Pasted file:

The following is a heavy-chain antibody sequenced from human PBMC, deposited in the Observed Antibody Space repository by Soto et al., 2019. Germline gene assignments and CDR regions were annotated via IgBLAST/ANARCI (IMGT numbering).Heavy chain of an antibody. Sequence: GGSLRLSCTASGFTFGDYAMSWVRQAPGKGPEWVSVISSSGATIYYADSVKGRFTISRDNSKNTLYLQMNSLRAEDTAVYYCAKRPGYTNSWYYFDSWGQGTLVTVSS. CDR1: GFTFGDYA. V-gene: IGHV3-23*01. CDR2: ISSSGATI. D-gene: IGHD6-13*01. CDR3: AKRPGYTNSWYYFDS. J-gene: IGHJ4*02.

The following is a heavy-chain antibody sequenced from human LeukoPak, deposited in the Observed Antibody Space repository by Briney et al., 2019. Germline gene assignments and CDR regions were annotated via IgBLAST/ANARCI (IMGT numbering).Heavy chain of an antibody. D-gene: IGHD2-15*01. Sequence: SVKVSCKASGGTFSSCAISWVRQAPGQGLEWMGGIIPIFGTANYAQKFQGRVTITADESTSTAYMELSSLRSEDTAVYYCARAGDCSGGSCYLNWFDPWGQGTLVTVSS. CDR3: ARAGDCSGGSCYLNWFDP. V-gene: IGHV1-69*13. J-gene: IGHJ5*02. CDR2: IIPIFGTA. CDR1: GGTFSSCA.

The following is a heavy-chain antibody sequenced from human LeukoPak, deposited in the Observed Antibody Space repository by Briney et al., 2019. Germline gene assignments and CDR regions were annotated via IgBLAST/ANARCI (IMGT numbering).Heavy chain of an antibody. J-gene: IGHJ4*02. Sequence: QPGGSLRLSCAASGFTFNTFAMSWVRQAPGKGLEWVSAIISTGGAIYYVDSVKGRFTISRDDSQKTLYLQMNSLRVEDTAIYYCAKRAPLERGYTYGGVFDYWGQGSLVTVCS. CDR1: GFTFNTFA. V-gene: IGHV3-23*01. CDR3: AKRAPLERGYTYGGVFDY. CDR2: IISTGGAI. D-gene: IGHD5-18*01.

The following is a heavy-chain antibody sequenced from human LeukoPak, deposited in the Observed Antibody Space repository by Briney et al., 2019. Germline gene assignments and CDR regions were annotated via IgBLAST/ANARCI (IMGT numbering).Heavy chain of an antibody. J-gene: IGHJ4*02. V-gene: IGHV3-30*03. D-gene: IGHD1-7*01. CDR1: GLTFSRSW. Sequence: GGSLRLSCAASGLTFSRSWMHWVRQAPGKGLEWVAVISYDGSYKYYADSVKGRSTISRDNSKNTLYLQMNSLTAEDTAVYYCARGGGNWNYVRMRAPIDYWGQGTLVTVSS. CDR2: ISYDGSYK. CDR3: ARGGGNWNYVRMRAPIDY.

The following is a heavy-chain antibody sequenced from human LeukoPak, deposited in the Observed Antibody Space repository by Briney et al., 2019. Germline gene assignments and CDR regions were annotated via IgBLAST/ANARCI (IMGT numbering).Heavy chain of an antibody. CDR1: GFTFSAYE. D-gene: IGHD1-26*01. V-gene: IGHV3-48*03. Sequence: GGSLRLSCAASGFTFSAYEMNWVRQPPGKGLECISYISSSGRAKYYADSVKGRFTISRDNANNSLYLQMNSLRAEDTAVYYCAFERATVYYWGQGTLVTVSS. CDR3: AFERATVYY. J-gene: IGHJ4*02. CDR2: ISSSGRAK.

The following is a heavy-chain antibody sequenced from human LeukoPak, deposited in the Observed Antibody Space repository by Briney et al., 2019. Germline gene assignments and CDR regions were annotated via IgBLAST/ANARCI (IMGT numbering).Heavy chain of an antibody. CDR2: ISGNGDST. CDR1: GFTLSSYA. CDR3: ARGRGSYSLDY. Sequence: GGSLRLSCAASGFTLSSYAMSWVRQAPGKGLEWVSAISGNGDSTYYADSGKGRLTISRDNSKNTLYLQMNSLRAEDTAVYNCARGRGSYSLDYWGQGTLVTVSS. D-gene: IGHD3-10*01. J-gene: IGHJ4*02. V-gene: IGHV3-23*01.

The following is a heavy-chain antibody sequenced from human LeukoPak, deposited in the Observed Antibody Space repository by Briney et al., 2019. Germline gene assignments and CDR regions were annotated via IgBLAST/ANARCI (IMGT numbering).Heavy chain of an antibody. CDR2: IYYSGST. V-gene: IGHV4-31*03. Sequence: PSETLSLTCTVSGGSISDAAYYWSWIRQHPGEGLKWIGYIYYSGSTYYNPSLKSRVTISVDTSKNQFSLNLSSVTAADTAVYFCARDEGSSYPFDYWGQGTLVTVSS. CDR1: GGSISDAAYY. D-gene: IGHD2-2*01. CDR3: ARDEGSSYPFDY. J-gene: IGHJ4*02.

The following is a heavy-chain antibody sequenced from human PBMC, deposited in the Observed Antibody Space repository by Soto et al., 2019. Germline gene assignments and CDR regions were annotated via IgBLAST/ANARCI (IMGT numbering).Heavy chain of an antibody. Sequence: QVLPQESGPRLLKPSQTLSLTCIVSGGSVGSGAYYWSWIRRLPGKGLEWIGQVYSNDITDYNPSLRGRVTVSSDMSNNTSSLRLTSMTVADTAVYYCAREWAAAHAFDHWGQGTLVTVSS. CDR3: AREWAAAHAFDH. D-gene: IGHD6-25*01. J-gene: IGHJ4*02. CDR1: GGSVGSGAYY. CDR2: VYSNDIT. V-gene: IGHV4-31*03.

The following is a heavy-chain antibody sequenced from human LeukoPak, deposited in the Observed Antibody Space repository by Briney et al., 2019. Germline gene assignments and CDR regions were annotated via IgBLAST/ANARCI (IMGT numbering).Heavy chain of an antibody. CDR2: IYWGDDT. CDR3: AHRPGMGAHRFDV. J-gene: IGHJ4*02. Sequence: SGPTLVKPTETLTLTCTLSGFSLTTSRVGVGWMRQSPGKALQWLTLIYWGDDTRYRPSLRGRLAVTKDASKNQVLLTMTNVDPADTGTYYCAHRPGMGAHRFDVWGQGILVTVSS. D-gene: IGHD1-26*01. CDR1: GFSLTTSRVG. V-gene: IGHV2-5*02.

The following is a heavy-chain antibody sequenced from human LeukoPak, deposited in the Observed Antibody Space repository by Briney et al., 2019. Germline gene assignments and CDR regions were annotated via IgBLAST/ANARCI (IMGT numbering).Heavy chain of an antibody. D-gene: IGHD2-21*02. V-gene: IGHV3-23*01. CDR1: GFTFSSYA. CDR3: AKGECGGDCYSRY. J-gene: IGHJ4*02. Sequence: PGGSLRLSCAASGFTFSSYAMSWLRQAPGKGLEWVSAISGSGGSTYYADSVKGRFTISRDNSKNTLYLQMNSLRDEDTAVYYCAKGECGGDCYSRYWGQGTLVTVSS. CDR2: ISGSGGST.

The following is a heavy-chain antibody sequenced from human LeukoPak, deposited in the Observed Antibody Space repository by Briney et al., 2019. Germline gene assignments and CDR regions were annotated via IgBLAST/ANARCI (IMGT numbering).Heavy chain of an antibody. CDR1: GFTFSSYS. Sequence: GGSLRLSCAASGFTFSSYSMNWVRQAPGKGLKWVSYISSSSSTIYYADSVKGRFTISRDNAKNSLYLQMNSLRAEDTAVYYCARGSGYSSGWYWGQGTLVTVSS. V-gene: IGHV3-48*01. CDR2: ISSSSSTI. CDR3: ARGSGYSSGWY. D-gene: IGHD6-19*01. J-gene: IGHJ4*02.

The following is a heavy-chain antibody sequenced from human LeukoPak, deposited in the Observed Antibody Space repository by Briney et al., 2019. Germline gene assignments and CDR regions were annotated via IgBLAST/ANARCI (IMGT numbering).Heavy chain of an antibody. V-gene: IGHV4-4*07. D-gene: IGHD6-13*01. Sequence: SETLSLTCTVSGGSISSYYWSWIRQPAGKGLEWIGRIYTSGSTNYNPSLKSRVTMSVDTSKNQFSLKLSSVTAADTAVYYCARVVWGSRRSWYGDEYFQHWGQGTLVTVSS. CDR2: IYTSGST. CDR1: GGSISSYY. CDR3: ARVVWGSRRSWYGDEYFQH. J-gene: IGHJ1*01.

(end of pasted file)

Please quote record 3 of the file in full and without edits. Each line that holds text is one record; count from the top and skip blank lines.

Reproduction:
The following is a heavy-chain antibody sequenced from human LeukoPak, deposited in the Observed Antibody Space repository by Briney et al., 2019. Germline gene assignments and CDR regions were annotated via IgBLAST/ANARCI (IMGT numbering).Heavy chain of an antibody. J-gene: IGHJ4*02. Sequence: QPGGSLRLSCAASGFTFNTFAMSWVRQAPGKGLEWVSAIISTGGAIYYVDSVKGRFTISRDDSQKTLYLQMNSLRVEDTAIYYCAKRAPLERGYTYGGVFDYWGQGSLVTVCS. CDR1: GFTFNTFA. V-gene: IGHV3-23*01. CDR3: AKRAPLERGYTYGGVFDY. CDR2: IISTGGAI. D-gene: IGHD5-18*01.